Choice and Reading

I showed my students this video and asked them to journal their reactions to it. Here are some selections from their journals:

I think every high school student relates to these students in some sort of way. As time goes on, and hew and more entertaining technology is invented, reading becomes more tedious than entertaining. If I am forced to read a book that I can’t relate to or understand, of course I will get bored and most likely give up on it. Now on the other hand, I read books on programming and starting businesses all the time, and really enjoy reading them. Just like these students, I would have to say, if teachers gave students the option to choose what they read, kids would enjoy reading a lot more and become better readers. Because of school, reading has gotten a bad name to kids and even some adults. If it wasn’t for my father introducing me to my first book on programming and first book on how to start a business, I don’t think I’d ever pick up a book in my life.

A great example of finding a niche you enjoy, I think.

I think the reason that teenagers around the world do not read as much as teenagers used to read in the past is because of the new and advanced technology. Teenagers go on Facebook or watch TV on their free time instead of reading and it definitely takes a big amount of time (and doesn’t have time for reading). Personally, I wish I could read more because I love it and I think it helps me to widen my knowledge and think of aspects in life in a different way.

Personal note of pride: that last student came into my English class two years ago in February of her 9th grade year with no English. None.

I agree with the fact that it is more enjoyable to read something you’re interested in or chose yourself. Another point I would add is that reading on your own is nicer because you can read at your own pace and when there is no pressure I tend to read more.

As I slow reader myself (I often really did want to finish books assigned in school and couldn’t), I can relate to this student. What do we do about that problem in light of the limited time we have in school?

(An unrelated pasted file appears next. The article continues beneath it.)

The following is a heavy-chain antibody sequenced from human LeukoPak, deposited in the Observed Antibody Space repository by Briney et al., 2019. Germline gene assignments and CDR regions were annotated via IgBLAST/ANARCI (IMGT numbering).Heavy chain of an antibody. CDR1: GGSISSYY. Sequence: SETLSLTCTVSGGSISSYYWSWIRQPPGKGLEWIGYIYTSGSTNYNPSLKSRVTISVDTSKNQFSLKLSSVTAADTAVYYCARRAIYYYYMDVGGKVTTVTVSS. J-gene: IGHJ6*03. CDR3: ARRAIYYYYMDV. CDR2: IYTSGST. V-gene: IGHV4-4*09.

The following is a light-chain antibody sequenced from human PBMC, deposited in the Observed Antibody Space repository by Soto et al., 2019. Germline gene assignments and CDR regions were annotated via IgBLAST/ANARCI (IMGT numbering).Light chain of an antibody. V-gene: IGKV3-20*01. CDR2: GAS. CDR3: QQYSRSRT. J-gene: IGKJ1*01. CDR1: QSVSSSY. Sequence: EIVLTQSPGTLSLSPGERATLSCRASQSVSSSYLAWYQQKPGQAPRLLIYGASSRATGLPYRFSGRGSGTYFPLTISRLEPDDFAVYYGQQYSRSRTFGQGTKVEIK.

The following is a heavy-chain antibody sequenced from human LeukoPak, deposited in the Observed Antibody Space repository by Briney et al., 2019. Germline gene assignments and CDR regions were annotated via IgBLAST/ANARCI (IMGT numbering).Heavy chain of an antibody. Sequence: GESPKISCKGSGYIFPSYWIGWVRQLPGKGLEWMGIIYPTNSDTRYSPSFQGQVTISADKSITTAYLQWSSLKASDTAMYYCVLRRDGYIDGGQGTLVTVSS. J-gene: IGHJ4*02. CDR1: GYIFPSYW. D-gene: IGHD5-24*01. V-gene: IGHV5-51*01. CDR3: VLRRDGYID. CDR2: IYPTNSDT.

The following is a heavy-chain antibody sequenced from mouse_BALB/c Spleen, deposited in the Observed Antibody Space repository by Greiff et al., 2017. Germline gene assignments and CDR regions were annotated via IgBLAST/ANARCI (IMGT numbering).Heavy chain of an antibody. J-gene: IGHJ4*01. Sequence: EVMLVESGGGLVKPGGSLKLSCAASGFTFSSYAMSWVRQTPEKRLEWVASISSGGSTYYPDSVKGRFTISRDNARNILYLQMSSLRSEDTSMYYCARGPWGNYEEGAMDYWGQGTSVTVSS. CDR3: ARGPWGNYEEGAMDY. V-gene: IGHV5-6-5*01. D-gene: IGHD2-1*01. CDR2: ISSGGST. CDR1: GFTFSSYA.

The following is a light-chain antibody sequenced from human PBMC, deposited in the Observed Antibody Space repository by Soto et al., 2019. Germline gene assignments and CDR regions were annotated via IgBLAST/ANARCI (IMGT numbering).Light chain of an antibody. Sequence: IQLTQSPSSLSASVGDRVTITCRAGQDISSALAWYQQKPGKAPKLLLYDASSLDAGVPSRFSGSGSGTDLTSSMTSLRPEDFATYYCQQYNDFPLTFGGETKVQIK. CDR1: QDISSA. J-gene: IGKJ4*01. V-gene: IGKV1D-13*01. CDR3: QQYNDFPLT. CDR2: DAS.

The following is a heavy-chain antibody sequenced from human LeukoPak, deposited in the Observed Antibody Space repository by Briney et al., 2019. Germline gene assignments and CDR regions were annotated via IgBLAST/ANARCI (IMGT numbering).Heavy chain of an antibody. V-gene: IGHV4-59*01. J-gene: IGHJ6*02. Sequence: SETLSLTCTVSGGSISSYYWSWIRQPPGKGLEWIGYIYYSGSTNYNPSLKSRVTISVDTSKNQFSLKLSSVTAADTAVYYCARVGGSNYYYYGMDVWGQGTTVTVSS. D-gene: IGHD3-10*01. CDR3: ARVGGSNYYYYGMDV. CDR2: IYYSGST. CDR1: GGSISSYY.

I stopped reading in 8th grade, too. Then I picked books I was interested in (10th, 11th grade) and books were an amazing source because if you forget a part you can go back to it which is just the opposite of what you can do when listening to someone talk. I completely agree with the students in the video. I think what stops people to read is that they are filling a cup they do not have. That cup is the interest and without it your energy is used for something you think is pointless. I started out reading Frankenstein [a recent required read in my Brit. Lit. classes] with apathy and then I started thinking, why not enjoy this? So I took the info. and used it to gain knowledge and expand my thinking.

This student’s cup analogy is interesting in light of the image of futility it provides.

The message in this video was that forcing people to read books that they do not like then they will not read them.

  • Teens need to read.
  • People read more if they like the book.
  • People use SparkNotes if they do not want to read or use what their peers say.
  • More important to read than read classics.
  • People who like the books will read more of them.
  • Classics are okay but what you like to read is better to read.

This student really summed up the video’s main points well because I think he agreed with them though he didn’t say so explicitly.

I believe that the video was very true. I never read for fun. I think if the teacher would let the kids read what they would choose to read, more kids would read. I read all 3 summer reading books for the first time ever, the books were all boring but I still read them. I usually read 1 or 1.5 summer reading books just because they are so boring & I have better things to do.

I do pick up on a feeling of accomplishment regarding completing freshmen year summer reading.

The video is very true. I read books quicker when I like it. The Things They Carried [a summer reading selection] took me forever. Even though I was at camp, I could never get into it. The Curious Incident of the Dog in the Night-Time took me not even one night & Saturday morning to read. Though it was shorter, I enjoyed reading it more and it made me enjoy reading. It doesn’t matter what we read because reading in general stimulates our brain cells and benefits our writing and the way we think. Classics might help teach morals & provide philosophical ways of thinking, but they are overrated.